Learning conservation, leadership on a South Carolina farm
by Chuck Gordon

After a few hours of orienteering, plant identification, shelter building and much more, a group of seven Wingate students gathered in a meeting room at the far end of the sprawling Southern 8ths Farm to reflect. They had a variety of backgrounds and majors – a couple of athletes, an Army veteran, a pre-pharmacy major, the president and vice president of the Wildlife Club – but they came together on a chilly November day to learn and work together.

For one 30-minute segment earlier in the day, they had split into groups of three and four to build makeshift shelters in the woods, and now they were discussing how the exercise went.

“The first conversation we had was about the spine versus the support,” sophomore Tyauna Bailey said. “Adden (Howard) had one idea about what the spine was supposed to look like, and I had a different one. I said, ‘I think you have the wrong idea.’”

“Which idea did you go with?” asked Nick DeLangie, strategic leader for enrollment management, and one of the organizers of the daylong event.

Students put the finishing touches on a makeshift shelter

Bailey answered, “Mine,” and then chuckled.

Most agreed that Bailey’s idea worked pretty well, with her team building a sizable, comfy shelter out of limbs, sticks and leaves.

“Sometimes you’ve just got to trust your team,” said Howard, a senior.

It is just this type of leadership learning that DeLangie; Chris Harrist, assistant professor of sport sciences; Southern 8ths owner Brad Turley; and Dr. Catherine Wright, executive director of the Collaborative for the Common Good, hope to make a regular thing at the farm in Chesterfield, South Carolina.

Turley bought the 1,350-acre farm in Chesterfield County, S.C., a dozen years ago, after selling his New York-based healthcare-software company. He was drawn to its mix of pastures and woodland and its interesting history. The farm was a major Confederate horse-breeding operation during the Civil War – so much so that General Sherman made sure to target it during his march south. “He made a point to come to Chesterfield, South Carolina, and wreck this horse farm,” DeLangie says.

A couple of years ago, Turley contacted a retired Wingate history professor, thinking he might be interested in the tales the land could tell. Turley eventually got connected to Wingate President Dr. Rhett Brown, and thus began a partnership that led to last semester’s training session.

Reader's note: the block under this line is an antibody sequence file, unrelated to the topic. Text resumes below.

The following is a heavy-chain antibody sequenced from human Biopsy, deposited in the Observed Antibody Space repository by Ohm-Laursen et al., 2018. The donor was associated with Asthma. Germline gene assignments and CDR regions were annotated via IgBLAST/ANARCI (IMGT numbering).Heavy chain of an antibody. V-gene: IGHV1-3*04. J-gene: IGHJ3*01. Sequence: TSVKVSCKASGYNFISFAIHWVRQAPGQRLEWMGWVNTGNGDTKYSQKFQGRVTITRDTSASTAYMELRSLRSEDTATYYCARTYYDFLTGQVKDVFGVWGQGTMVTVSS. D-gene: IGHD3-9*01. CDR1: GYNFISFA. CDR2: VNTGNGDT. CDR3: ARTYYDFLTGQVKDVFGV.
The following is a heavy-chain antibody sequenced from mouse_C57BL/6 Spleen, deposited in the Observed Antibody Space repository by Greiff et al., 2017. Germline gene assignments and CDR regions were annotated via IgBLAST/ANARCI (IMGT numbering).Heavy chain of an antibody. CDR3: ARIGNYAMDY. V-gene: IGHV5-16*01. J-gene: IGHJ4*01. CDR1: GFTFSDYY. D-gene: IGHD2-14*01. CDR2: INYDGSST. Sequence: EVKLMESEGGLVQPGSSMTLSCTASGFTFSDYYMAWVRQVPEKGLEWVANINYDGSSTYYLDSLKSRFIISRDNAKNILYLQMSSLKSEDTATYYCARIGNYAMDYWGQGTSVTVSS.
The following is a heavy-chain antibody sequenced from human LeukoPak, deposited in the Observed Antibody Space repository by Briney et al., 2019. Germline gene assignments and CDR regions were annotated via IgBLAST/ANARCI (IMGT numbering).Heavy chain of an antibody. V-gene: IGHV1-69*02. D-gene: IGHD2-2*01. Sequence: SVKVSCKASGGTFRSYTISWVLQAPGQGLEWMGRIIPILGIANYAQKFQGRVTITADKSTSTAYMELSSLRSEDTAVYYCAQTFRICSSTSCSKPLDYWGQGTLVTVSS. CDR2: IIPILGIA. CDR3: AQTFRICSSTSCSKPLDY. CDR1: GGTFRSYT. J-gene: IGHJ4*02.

The property served as a farm for decades, but Turley is determined to return as much of the land to its natural state as possible. As part of his conservation efforts, he hopes to bring a variety of groups to Southern 8ths to learn more about the land and the creatures and plants that inhabit it.

He’s starting with Wingate students, hoping to bring more Wingate groups – veterans, student-government office-holders, athletics teams, even trustees – to the farm for retreats. It’s also a natural spot for study purposes.

“You can take business majors out here and talk about how to use the woodworking facilities to make money,” DeLangie says. “You can obviously take biology students out here and they can work with the natural areas. You can take just about any type of students and cater the experience toward their studies, while using the natural environment.”

Students looking at maps

The first group of students are part guinea pigs, part trainees. Now that they’ve spent time learning their way around the farm, finding arrowheads in the fields, examining headstones in the 150-year-old graveyard and seeing the former pastures that are being converted back to woodlands, they can bring other groups – such as inner-city kids – to the property for retreats of their own.

“The real hope is to take groups of students out here on a regular basis to get them experience in nature and natural environments while developing character and leadership and those sorts of things,” DeLangie says. “Brad wants a big connection to Wingate, so the obvious population there is the Wingate students – to use this place as a model to train students so they can become leaders in their communities, to become the type of people who want to preserve the natural environment the way Brad’s doing.”

At the end of their day together last fall, Turley thanked the students for being one of the first groups to explore and learn at Southern 8ths. Before the group left to board the bus for the 40-minute ride back to Wingate, Turley told them of other benefits of spending time learning about the land: It creates a shared experience and levels the playing field.

“Nature delimits people,” he said. “We all have our own limits. We have our own identification of who we are, what we are. I’m a jock, I’m a software guy, I’m a geek. But as soon as you get out here, you’re not a professor anymore, you’re not a wildlife guy anymore, you’re not a jock anymore. You’re all in it together.”

All striving together for the common good.

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